Legislature(1999 - 2000)
03/08/1999 01:35 PM CRA
* first hearing in first committee of referral
= bill was previously heard/scheduled
= bill was previously heard/scheduled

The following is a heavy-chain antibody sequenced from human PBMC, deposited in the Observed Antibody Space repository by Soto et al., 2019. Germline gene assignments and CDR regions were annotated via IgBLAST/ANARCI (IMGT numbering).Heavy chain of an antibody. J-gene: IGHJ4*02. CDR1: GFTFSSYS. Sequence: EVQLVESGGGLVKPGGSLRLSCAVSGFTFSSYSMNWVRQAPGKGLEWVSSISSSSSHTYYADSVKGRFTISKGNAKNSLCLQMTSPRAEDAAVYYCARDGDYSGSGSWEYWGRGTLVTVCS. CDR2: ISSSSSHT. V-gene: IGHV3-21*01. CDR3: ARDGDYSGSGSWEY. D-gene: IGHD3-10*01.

SENATE COMMUNITY & REGIONAL AFFAIRS COMMITTEE March 8, 1999 1:35 p.m. MEMBERS PRESENT Senator Tim Kelly, Chair Senator Jerry Ward Senator Lyman Hoffman MEMBERS ABSENT Senator Jerry Mackie, Vice Chair Senator Randy Phillips COMMITTEE CALENDAR SENATE JOINT RESOLUTION NO. 12 Relating to new evaluation and selection criteria for military base realignment and closure actions. -MOVED SJR 12 OUT OF COMMITTEE SENATE BILL NO. 80 "An Act relating to contracts for the provision of state public assistance to certain recipients in the state; providing for regional public assistance plans and programs in the state; relating to grants for Alaska tribal family assistance programs; and providing for an effective date." -HEARD AND HELD PREVIOUS SENATE COMMITTEE ACTION SJR 12 - No previous Senate action. SB 80 - No previous Senate action. WITNESS REGISTER Chris Nelson, Committee Aide Joint Committee on Military Bases Alaska State Capitol Juneau, AK 99801-1182 POSITION STATEMENT: Testified in support of SJR 12. Jim Nordlund, Director Division of Public Assistance Department of Health & Social Services PO Box 110640 Juneau, AK 99811-0640 POSITION STATEMENT: Testified in support of the proposed committee substitute for SB 80 Terry Hoefferle, Executive Officer Bristol Bay Native Association PO Box 310 Dillingham, AK 99576 POSITION STATEMENT: Testified in support of the proposed committee substitute for SB 80 Michael Walleri Tanana Chiefs Conference 2518 Riverview Drive Fairbanks, AK 99709 POSITION STATEMENT: Testified in support of the proposed committee substitute for SB 80 Don Shircel Tanana Chiefs Conference 2518 Riverview Drive Fairbanks, AK 99709 POSITION STATEMENT: Testified in support of the proposed committee substitute for SB 80 ACTION NARRATIVE TAPE 99-4, SIDE A Number 001 CHAIRMAN TIM KELLY called the Senate Community & Regional Affairs Committee meeting to order at 1:35 p.m. Present were Senators Ward, Hoffman, and Kelly, Chair. The first order of business before the committee was SJR 12. SJR 12-MILITARY BASE REALIGNMENT/CLOSURE ACTIONS CHRIS NELSON, staff to the Joint Committee on Military Bases, stated the Secretary of Defense recently asked Congress to authorize two new rounds of Base Realignment and Closure (BRAC) actions to occur in 2001 and 2005. SJR 12 asks Congress to consider a thorough review of the entire BRAC process. Previous BRAC evaluations overlooked the key modern strategic factor of total force considerations. Alaska military bases were shortchanged during those evaluations. SJR 12 asks Congress to form joint cross service study groups to look at power projection, joint training and operations, and to make recommendations to the new BRAC Commission to reflect the fact that the structure of military forces has changed and that military bases must now move toward a total force orientation. CHAIRMAN KELLY stated SJR 12 asks that the BRAC Commission use new criteria to consider the proximity and cooperation between army and air force bases. The two combined bases have more strength than individual bases situated in distant locations. The new criteria will better reflect the strength of Alaska's military bases, which is their proximity, and deflect from their weakness, which is a higher operational cost. There being no further testimony, SENATOR WARD moved SJR 12 out of committee with individual recommendations. There being no objection, the motion carried. Number 107 SB 80-PUB.ASSISTANCE:PROGRAMS/GRANTS/CONTRACTS CHAIRMAN KELLY announced the proposed CSSB 80(CRA), identified as work draft 1-GS1011\D, had been circulated and would be addressed today in lieu of the original bill. He further announced the committee would not take action on the legislation today, but would begin the hearing process. He added SB 80 was introduced by the Senate Rules Committee at the request of the Governor. JIM NORDLUND, Director of the Division of Public Assistance, Department of Health and Social Services (DHSS), gave the following overview of the proposed committee substitute. The 1996 federal welfare reform law enabled tribal non-profit organizations to administer regional welfare programs. Each state receives a federal block grant: Alaska's block grant could be administered by all or some of the thirteen Native organizations specifically named in the federal legislation. Prior to 1996, the Alaska Families with Dependent Children (AFDC) program was funded with a 50/50 match of state and federal funds. The 1996 federal law no longer requires a 50 percent state match; it requires states to provide a maintenance of effort (MOE) which, in Alaska, will equal 80 percent of the state's AFDC match in FY 94. States however, are not required to provide MOE's for Native-run programs. CSSB 80(CRA) allows state funds to be used to contribute to a Native non-profit program. MR. NORDLUND noted that at present, the State has a grant agreement with the Tanana Chiefs' Conference (TCC) to administer the Alaska Temporary Assistance Program (ATAP) in the Interior region. In 1997, TCC submitted a proposal to the federal government to run a Native program designed around a bill before the Legislature last year allowing TCC to also receive State funds. After the bill did not pass, the Department of Law reviewed the situation and determined that if TCC's program is essentially the same as the State's program, DHSS could provide state funds to TCC under its granting authority. CSSB 80(CRA) goes one step further and allows Native organizations, eligible for federal funds for welfare reform programs, to also receive state funding to run customized welfare programs that are comparable, but differ, from ATAP. State funds transferred to Native organizations would otherwise be used to serve the same clientele through a program administered by DHSS, therefore no cost increase is associated with this legislation. CHAIRMAN KELLY asked whether CSSB 80(CRA) merely sets up a competing organization to provide services provided by DHSS. MR. NORDLUND replied it does not; it sets up locally administered, culturally relevant programs akin to school districts. CHAIRMAN KELLY asked if the program would serve Native recipients only. MR. NORDLUND explained the bill allows Native organizations to serve non-Native clients in their regions as well. CHAIRMAN KELLY questioned why DHSS will continue to need employees for these programs if Native organizations will be taking over those duties, and why the bill does not have a negative fiscal note. MR. NORDLUND answered if many Native organizations decide to participate, DHSS expects a reduction in its administrative staff, but DHSS cannot predict at this time how many Native organizations will take advantage of this opportunity. Number 237 SENATOR WARD asked Mr. Nordlund to elaborate on the 13 non-profit organizations. MR. NORDLUND clarified the federal welfare reform law, at Senator Murkowski's request, specifically names the 12 non- profit regional corporations and the Metlakatla community. SENATOR WARD asked whether this legislation prevents a certified group with a non-profit branch from receiving funds. MR. NORDLUND replied the federal law allows only the 13 named organizations to receive federal funds, therefore state funds could only be allocated to those organizations. SENATOR WARD questioned whether the bill limits the amount of funds used for administrative costs. MR. NORDLUND answered the federal law contains a 20 percent limit on federal funds but CSSB 80(CRA) contains no limit on state funds. Number 256 MR. TERRY HOEFFERLE, Executive Officer of the Bristol Bay Native Association (BBNA), gave the following testimony via teleconference from Dillingham. Most of the 13 regional organizations were created over 30 years ago to work for resolution of Native land claims in Alaska. The regional boundaries correspond to the regional for-profit ANCSA corporation boundaries. The regional non-profit and for-profit organizations are very separate and distinct from each other. The 12 non-profit organizations named in the federal legislation are: the Arctic Slope Native Association, Manilaq, Kawerak, Doyon, the Association of Village Council Presidents, BBNA, Cook Inlet Tribal Council, Copper River Native Association, Chugach, Kodiak Area Native Association, the Aleutian Pribilof Islands Association, and Tlingit Haida Central Council. Collectively, those organizations receive over $400 million annually to provide services from several federal agencies with separate program and reporting requirements. The non-profit organizations also run several state-funded programs, such as Healthy Families. BBNA's 1999 budget is $16 million; it runs 42 programs and provides services in 32 villages. Of BBNA's 302 employees, 234 are employed in the villages. The local non-profit organizations have experience in work training programs and knowledge of the people and resources of their regions. With this knowledge, they are better able to get people off of welfare and back to work than a state agency. Number 367 CHAIRMAN KELLY asked if funds were made available for the welfare reform program in FY 97. MR. NORDLUND replied the federal legislation was signed into law in August of 1996. Many states implemented their welfare plans that same day and any Native organization could have submitted a plan to the federal government for approval. Alaska implemented its program on July 1, 1997. CHAIRMAN KELLY asked whether the Alaska Native non-profit organizations will be eligible for federal funds if CSSB 80(CRA) does not pass. MR. NORDLUND clarified they are already eligible to receive federal funds. TCC received funds directly from the federal government on October 1, 1998 but it is the only organization to do so at this time. CHAIRMAN KELLY asked if the others are not as far advanced in the design and application process as TCC. MR. NORDLUND said that is correct. MR. HOEFFERLE added while BBNA is eligible to receive federal funds, it does not believe it is able to offer a program comparable to the state's program with only half of the funding. CSSB 80(CRA) will allow the state to match the federal dollars. CHAIRMAN KELLY questioned why TCC is receiving state funds. MR. NORDLUND clarified TCC had to amend its original plan to make it identical to the state's program in order to receive state funds. CSSB 80(CRA) will allow DHSS to fund programs that are comparable, but not identical, to the state's program. TCC originally wanted to reduce benefits by five percent and use the five percent to fund drug and alcohol treatment programs for clients. Because that would depart from the state's program, TCC had to modify its plan and remove that provision. Number 397 CHAIRMAN KELLY asked if the state's funding amount is a direct 50/50 match of federal funds. MR. NORDLUND said it was prior to 1996, but the 1996 federal law requires the state to contribute 80 percent of its FY 94 general fund amount. This year, the program funds consist of about 60 percent federal funds and 40 percent state funds. SENATOR WARD questioned whether the TCC welfare reform program has been audited and whether any public hearings have been held to measure public opinion about TCC's delivery of services. MR. NORDLUND noted TCC's program began operating January 1, 1999, therefore no audits or hearings have occurred. SENATOR WARD questioned whether DHSS has a mechanism in place to deal with complaints about the delivery of services. MR. NORDLUND replied TCC is a grantee of the State therefore DHSS auditing requirements apply. DHSS also requires a dual appeal process: individuals first appeal directly to TCC; if unsatisfied with the resolution they may then appeal to DHSS. SENATOR WARD asked if anyone has appealed, and whether clients are aware of the appeal process. MR. NORDLUND said all clients are notified of their right of appeal. Number 429 SENATOR HOFFMAN asked Mr. Nordlund to elaborate on the state's fixed funding level. MR. NORDLUND explained the 1996 federal law changed the funding mechanism from a formula-based entitlement to a block grant. Each states' block grant is limited to 80 percent of the amount it spent for state welfare programs in FY 94. SENATOR HOFFMAN asked if the amount of the block grant remains constant whether the state contracts with a tribal entity or administers its own program. MR. NORDLUND said it does, however the state amount is based upon the tribal entity's proportion of the caseload in a given year, and it will be proportional to the general fund amount appropriated by the Legislature each year. CHAIRMAN KELLY asked Mr. Nordlund to provide the section of the federal law that relates to the FY 94 funding level. Number 456 MICHAEL WALLERI, TCC, gave the following testimony via teleconference from Fairbanks. TCC supports CSSB 80(CRA) but plans to propose two amendments. TCC is a regional tribal consortium, operating social service programs since 1972. TCC assumed operation of the Bureau of Indian Affairs (BIA) general assistance program in 1986, and developed the model which eventually became a national program known as the Tribal Work Incentive Program (TWIP). Under a transition agreement with DHSS, TCC jointly operated its welfare reform program with DHSS from October 1, 1998 until January 1, 1999, at which time TCC took over. TCC now serves 450 Native families in 37 federally recognized tribes. Its geographical area is the largest area served in the United States. Under TCC's new program, 35 percent of clients served in rural communities are now employed (a 35 percent increase). One stop service centers have been created in all 39 rural communities and in Fairbanks. The State envisioned a system of one-stop service centers in its plan but never implemented it. To date, no TCC clients have filed appeals internally, or with DHSS. MR. WALLERI said TCC supports CSSB 80(CRA) because the legislation will enable regional non-profit organizations to further improve the system. TCC amended its original plan to meet the substantial similarity rule identified by the Department of Law, a standard more stringent than the federal law requiring Native programs to be comparable, not identical. TCC wanted to implement not only the 5 percent benefit reduction, but also mandatory alcohol and substance abuse evaluations for recipients, stronger sanctions for non- compliance with the work incentive requirement, and incentives for parents to promote both local health screening of children and parental participation in parent-teacher conferences. TCC would also like to provide a $50 incentive for cooperation with child support enforcement issues. Enactment of CSSB 80(CRA) will allow TCC to implement those provisions. MR. WALLERI discussed the changes made in the proposed committee substitute. The time line for the notice of retrocession was changed from 180 to 120 days to be consistent with the federal time line. A six month start-up period was included which is consistent with the federal law. He noted TCC supports Section 7, which allows TCC to continue to implement its current program with the two year grant it received from DHSS. MR. WALLERI described TCC's first proposed amendment. Subsections A - F on page 6, lines 3-22, contain the comparability standards for the tribal and Alaska programs. TCC prefers that Subsection (E) be substituted with the comparability standard negotiated with DHSS Commissioner Karen Perdue. Under the federal program, tribal programs are to receive child support assignments. TCC and the State of Alaska are currently working to amend federal policy to allow agreements about how those assignments are handled. The amended federal policy will allow a tribal-state agreement to govern the distribution of child support assignments. MR. WALLERI noted TCC's second proposed amendment would add a new section to read: The receipts of assistance from programs operated under grant or contract pursuant to AS 47.27.071 or AS 47.27.072 shall not be the basis for denial of services provided by the department that are not funded from appropriations for the state public assistance program administered under this chapter. He explained the section would clarify that families eligible for assistance from regional non-profit organizations would not automatically be denied services from the state for programs that are not included in the non-profits' contracts. He suggested including a non-discrimination clause to prevent incidents similar to those that occurred during the transition phase. TAPE 99-4, SIDE B CHAIRMAN KELLY asked for an example of a benefit that a TCC assistance recipient might apply for from the State. DON SHIRCEL, Director of Family Services, TCC, indicated child care assistance or work orientation services were denied to TCC recipients because of a misunderstanding. State programs operated under the assumption that recipients of assistance from tribal programs were no longer eligible for State services. MR. WALLERI stated other examples of state assistance include food stamps and Medicaid. Those programs are funded through different federal programs and can only be administered by the State. Number 561 SENATOR WARD asked if TCC would be opposed to a provision prohibiting disbursement of state funds to a non-profit organization controlled by a for-profit organization. MR. WALLERI replied he was unsure who that provision would apply to, but that it would not apply to TCC. TCC's non-profit organization is controlled by a separate, independently-elected board, comprised of, and elected by, the village councils in the 37 tribal communities. CHAIRMAN KELLY questioned whether any of the 13 Native non-profit organizations are controlled by the 13 for-profit corporations. MR. HOEFFERLE stated he believes, with the exception of the Cook Inlet Tribal Council, all of the regional non-profit organizations are controlled by boards of directors whose members are appointed by the village councils in the communities they represent. He thought the Cook Inlet Tribal Council may have a slightly different arrangement. SENATOR WARD stated he believes the Cook Inlet Tribal Council is controlled by its for-profit arm. He suggested the committee pursue that question before allowing state funds to be disbursed to it. SENATOR WARD again asked if any recipients of TCC's services have appealed to TCC about the delivery of those services. MR. SHIRCEL replied TCC program staff have received many calls from individuals, some irate that they are required to work 20 hours per week to receive welfare benefits. However, no formal appeals have been filed. SENATOR WARD said he has also received calls, some identical to those described by Mr. Shircel. Number 515 CHAIRMAN KELLY indicated this legislation will allow the state to contract some services out, yet the fiscal note contains no assurance that a savings will result. He asked if the bill will create a new general fund expense. MR. NORDLUND said it will not. Existing funds from the Division of Public Assistance will be transferred to another component, entitled the Native Family Assistance Fund. If some of the larger organizations, such as Tlingit and Haida Central Council, apply to run their own programs, the Division of Public Assistance's administrative abilities would be reduced. CHAIRMAN KELLY cautioned it will be like pulling teeth to get DHSS to admit it does not need the same number of administrative employees. MR. NORDLUND said he appreciated the Chairman's concern, but he pointed out the unique funding mechanism should assure the committee that no new costs will arise. The federal block grant amount will remain static, as well as the state's share. He clarified the federal portion will increase by 2+ percent each year because Alaska, as well as 16 other states, are considered "high population states." SENATOR WARD suggested if the federal government gave the state $10 which was handed to TCC, and the state did not incur any administrative costs in that transfer, the state would save money, therefore, the state's savings on administrative costs could be added to the amount given to TCC. MR. NORDLUND replied that is what will happen. DHSS is transferring not only the benefit dollars, but the administrative dollars as well. SENATOR WARD asked Mr. Nordlund to provide a model of that process for committee members. MR. WALLERI clarified federal funding does not increase based on population increases or incentive payments. In determining the state's share of administrative costs, two line items in the state budget are used. The first is ATAP, the second is the state's administrative costs. The total share of those two line items passed to TCC through a grant of ATAP benefit money. That amount was capped in a remarkable agreement requiring all of that money to be paid directly to beneficiaries. TCC must use other funds to pay administrative costs. Such an agreement is remarkable in that 100 percent of state funds must be used to pay ATAP beneficiaries. CHAIRMAN KELLY asked if the 13 organizations are designated in CSSB 80 (CRA) by name. MR. NORDLUND said they are by reference to the federal law. There being no further testimony, CHAIRMAN KELLY announced CSSB 80(CRA) would be scheduled for a second hearing. He adjourned the meeting at 2:37 p.m.